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First Look: Beretta Pico

The Facts

The Beretta Pico was a last-minute introduction made at the 2013 NRA Annual Meetings. It was developed for ease of use and concealment, and therefore has a low profile, snag free design that can accommodate either right- or left-handed use. The semi-automatic pistol uses a barrel locking system in conjunction and is double-action, hammer-fired.

The steel sub-chassis is the serialized part number, allowing the grips, sights and caliber to be interchangeable.  Drop in barrels allow users to switch between .380 ACP and .32 ACP with minimal effort. The frame, made from a fiberglass-reinforced techno polymer, is available in a variety of colors, depending on the user’s preference, including white, purple, pink, flat dark earth and black.

The Pico will ship with two 6-round magazines one of which will give shooters the option of using a finger extension. The magazines are capable of holding both .380 ACP and .32 ACP ammo so that users may switch between the calibers more easily.

Caliber: .380 ACP
Capacity: 6
Action: Double
Barrel Length: 2.7”
Overall Length: 5.1”
Frame Width: .73”
Overall Height: 4.0”
Weight: 11.5 oz.
Sight Radius: 3.3”
MSRP: $399

We Like

The Beretta Pico fits neatly into the pocket pistol category, and is comparable, even smaller, in size to its competitors. For example, the little handgun is .09” thinner and .06” shorter than the popular Ruger LCP. The frame is smooth and rounded to prevent snagging and to keep corners from printing during carry. The size would make it ideal for a pocket holster, a bra holster, or for those with a smaller frame who have trouble concealing larger compact guns.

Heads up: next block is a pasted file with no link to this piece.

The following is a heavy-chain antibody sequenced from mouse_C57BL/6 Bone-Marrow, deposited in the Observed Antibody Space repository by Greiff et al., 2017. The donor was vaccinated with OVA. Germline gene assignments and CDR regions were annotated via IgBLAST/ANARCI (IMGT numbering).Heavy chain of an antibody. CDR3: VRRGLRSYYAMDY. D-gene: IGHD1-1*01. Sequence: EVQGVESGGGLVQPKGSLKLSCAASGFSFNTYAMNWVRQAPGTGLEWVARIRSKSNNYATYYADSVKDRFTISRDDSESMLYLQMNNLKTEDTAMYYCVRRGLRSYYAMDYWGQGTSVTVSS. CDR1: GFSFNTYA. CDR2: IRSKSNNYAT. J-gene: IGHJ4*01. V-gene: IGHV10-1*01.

The .380 ACP and .32 ACP pairing in the Beretta Pico is a brilliant idea for an easy-to-shoot pocket gun. In this small of a gun, larger calibers such as the popular 9mm Luger would be difficult to control and would require a lot of practice to stay proficient with. The ability to switch easily between calibers also gives shooters the option to decide which they are more comfortable with, for both practice on the range and carry.

The different colored frames are also a nice touch for the Pico, allowing shooters to further personalize the gun to their liking. The interchangeable grips allow shooters to make the comfortable more comfortable for them depending on their preference. This is a great addition to the pocket gun, since often people are looking for different sized grips not only depending on hand size.

Unlike its big brother, the Nano, the Pico has a slide lock lever. The level is flush with the frame, so that it does not extrude from the gun, giving the Pico the same smooth surface that helps make the Nano so concealable, but with the increased functionality of having a slide lock.

Beretta has also done themselves a huge favor by working with manufacturers to make sure accessories will be available when the Pico hits the market. The gun is going to be available, for example, with a LaserMax integrated laser or light, an ideal option for a carry gun. The sights were also made to be easily adjustable or replaceable, so that changes can be made without the help of a gunsmith. Beretta has also teamed up with a variety of holster manufacturers, including DeSantis and Gould & Goodrich, as well as Trijicon, whose night sights can be found on the Pico.